• 2 weeks post op (this week!) – Light exercise: strength work, and swimming & stationary biking with the boot on. Be ready for some weird ass pictures of me swimming with a boot on.
  • 3-4 weeks – Walking with boot on
  • 6-7 weeks – Boot goes in the garbage can.
  • 6-8 weeks – Swimming with kicking (arms are going to be strong like bull after 4-6 weeks of dragging my legs)
  • 7-10 weeks – Biking without the boot, first stationary, then outside
  • 10-12 weeks -Aaqua jogging (Lima Bean’s favorite), and potentially some light anti gravity treadmill running
  • 12-14 weeks – Ease back into “real” running

While it’s great to have this plan in front of me, the big picture is that none of this timeline really matters, all that really matters is taking the time I need to fully and “permanently” heal my foot. If it takes twice that time, so be it. All of my sponsors and Matt have been incredibly supportive about me taking as much time as I need to get back into it safely. I can’t tell you how much of a difference that makes for my mindset, and how much easier it makes it to make the smart long-term decisions in this process. Thanks so much, guys.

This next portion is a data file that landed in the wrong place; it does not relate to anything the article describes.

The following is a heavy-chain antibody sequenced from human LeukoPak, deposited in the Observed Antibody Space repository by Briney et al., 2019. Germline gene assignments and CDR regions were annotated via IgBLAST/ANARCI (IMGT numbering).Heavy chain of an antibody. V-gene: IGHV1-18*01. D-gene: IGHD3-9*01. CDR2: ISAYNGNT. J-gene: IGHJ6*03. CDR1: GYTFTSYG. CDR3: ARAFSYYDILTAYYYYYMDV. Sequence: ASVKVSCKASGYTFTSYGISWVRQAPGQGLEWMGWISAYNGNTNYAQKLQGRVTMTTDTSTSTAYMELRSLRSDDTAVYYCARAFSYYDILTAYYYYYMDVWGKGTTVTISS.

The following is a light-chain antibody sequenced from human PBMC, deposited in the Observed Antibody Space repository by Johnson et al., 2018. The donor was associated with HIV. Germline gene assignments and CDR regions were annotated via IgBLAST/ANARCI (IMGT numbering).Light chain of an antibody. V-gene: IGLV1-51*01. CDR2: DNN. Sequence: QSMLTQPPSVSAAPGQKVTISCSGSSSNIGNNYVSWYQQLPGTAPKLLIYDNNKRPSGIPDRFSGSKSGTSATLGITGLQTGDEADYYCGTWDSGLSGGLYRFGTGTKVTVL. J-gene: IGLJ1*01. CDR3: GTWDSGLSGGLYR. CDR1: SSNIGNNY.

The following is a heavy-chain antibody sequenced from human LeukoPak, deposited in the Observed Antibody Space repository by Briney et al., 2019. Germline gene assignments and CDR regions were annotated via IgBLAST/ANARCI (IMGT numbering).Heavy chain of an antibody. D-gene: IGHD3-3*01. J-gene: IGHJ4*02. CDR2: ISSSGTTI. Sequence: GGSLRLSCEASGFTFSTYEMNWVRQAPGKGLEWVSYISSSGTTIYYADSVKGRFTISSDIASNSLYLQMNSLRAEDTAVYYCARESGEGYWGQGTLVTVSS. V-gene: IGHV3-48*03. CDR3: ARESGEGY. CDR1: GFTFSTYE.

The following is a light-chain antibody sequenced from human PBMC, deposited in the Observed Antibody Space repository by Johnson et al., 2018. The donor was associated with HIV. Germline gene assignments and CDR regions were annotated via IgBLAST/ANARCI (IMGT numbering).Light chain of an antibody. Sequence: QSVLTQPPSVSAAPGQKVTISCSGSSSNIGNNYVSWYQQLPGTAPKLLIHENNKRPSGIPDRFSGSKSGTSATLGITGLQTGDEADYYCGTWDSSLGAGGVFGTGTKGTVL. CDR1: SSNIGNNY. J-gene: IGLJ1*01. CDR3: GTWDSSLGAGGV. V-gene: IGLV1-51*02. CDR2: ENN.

12 more days on the Rollerfoot!

Try carrying a gift basket on a broken leg without a Rollerfoot. Impossible!

Keeping the Athlete Mindset, Mostly

I just submitted a Triathlete Magazine article about how to deal with a major injury, which not only seemed like an appropriate topic at the moment, but one I now consider myself an expert on. Without giving the whole article away, I’ll say that the hardest part of facing a long return back to training and racing is keeping the “athlete mindset” – by which I mean staying motivated, productive, eating healthy, sleeping a lot, doing what you can to stay fit, etc. It’s super easy to do all those things when you get a natural endorphin rush from 3-6 hours of exercise during 2-3 workouts a day. You always feel stoked, motivated, hungry, and like you’re gaining forward momentum towards your goal. But when you swap swim for work, bike for baby prep, and run for bad daytime TV, rarely leave the house, and no matter how hard you try, still feel like you’re getting fat, it’s pretty hard to stay motivated and feel good about yourself.

So far, I’ve done what I would call a decent job of keeping the athlete mindset. I’d give myself a B or B+, which I’m satisfied with. Like anyone who faces a long recovery, I’ve had to balance staying mentally “on it” with giving myself a mental break so I don’t get burned out during what’s going to be a long and challenging recovery process. To a certain extent, I’ve spent the last four weeks like I would a break at the end of my season – absolutely no exercising, spending extra time with Lauren and my family, and tons more work at Picky Bars. The only difference is it’s June instead of November and I’m doing it all with a boot on a Rollerfoot.